Boris Kagarlitsky, Empire of the Periphery: Russia and the World System, (Pluto, 2008), £40
Boris Kagarlitsky is a prolific commentator on modern Russia who has also written on wider trends in global capitalism. It is impossible to read a book by him without learning something, and Empire of the Periphery: Russia and the World System is one of his best. It is also impossible to read a book by him and not be frustrated and irritated as wrong turns are taken, loose ends left untied and contradictions unresolved.
First, the good stuff. Kagarlitsky’s aim is to write an economic and social history of Russia locating it as a peripheral state in the global system. Starting with the formation of an embryonic Russian state in the early Middle Ages, Kagarlitsky takes us through a thousand years of history drawing on some of the best historians of Russian history. His aim—more challenging to a Russian reader than to one in the West—is to undermine both positive and negative claims about Russia’s unique position or nature. Anyone unfamiliar with the history of Russia will find this a readable account; anyone familiar with it will still learn some valuable things.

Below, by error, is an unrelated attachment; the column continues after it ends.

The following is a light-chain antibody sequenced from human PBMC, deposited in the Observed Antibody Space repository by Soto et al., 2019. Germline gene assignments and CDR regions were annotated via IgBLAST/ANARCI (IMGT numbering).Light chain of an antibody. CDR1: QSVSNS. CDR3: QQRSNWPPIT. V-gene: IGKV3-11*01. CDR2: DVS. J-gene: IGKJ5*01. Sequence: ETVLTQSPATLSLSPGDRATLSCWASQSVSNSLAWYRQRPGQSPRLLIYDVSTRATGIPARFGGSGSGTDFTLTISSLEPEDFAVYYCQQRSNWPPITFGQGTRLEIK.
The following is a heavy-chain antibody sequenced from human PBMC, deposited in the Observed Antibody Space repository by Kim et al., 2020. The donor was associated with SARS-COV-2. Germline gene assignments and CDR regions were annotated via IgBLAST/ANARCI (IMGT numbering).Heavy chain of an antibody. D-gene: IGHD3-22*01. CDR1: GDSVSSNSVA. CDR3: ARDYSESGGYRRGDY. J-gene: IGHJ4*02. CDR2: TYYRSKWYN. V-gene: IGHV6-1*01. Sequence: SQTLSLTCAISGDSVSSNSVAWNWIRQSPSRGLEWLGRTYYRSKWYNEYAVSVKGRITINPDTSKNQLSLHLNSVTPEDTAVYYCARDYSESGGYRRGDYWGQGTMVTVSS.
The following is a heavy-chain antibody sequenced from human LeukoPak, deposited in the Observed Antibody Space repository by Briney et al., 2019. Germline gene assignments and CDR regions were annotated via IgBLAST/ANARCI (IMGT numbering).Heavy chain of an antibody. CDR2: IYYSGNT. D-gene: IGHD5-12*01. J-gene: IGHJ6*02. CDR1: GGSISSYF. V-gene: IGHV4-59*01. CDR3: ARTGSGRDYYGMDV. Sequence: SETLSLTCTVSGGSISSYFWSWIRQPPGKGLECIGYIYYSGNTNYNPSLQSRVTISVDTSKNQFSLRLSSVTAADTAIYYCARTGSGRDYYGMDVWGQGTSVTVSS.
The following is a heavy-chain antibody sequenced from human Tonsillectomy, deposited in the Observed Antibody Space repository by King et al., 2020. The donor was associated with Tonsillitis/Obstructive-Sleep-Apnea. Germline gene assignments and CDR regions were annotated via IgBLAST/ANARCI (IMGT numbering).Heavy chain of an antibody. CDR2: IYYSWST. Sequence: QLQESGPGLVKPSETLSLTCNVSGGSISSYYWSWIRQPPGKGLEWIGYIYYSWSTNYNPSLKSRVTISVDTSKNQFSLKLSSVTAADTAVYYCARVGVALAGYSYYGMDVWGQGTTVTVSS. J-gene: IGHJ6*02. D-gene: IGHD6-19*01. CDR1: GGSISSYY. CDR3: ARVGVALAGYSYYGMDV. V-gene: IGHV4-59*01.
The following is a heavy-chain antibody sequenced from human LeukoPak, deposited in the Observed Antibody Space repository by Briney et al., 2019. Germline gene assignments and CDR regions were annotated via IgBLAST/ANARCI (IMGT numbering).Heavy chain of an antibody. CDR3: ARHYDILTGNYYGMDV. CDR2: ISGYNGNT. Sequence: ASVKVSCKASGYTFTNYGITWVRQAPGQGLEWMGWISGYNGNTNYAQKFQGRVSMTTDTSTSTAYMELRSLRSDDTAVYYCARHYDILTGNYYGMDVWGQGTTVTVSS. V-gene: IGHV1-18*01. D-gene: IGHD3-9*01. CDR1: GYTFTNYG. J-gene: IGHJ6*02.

More, Kagarlitsky tries to situate this history in a theoretical framework formed out of three major elements. The first is the sense of capitalism as a global system where he links “world system analysis” and more traditional Marxist accounts.
The second, for which we should also be grateful, is a long overdue recognition of the achievements of the great Marxist historian of Russia, Mikhail Pokrovsky (1868-1932). Pokrovsky died before the final consolidation of Stalinism but was an early posthumous victim as his body of work was systematically rubbished and then ignored by a lesser generation of propagandists. In fact Pokrovksy was a brilliant historian and a committed revolutionary, a researcher, writer and Bolshevik. Some readers will know of his work through an appendix in Leon Trotsky’s History of the Russian Revolution where Trotsky takes issue with some of his ideas. But the depth of Pokrovsky’s achievement needs to be judged from his whole work, parts of which are available in translation (if often neglected and indifferent ones).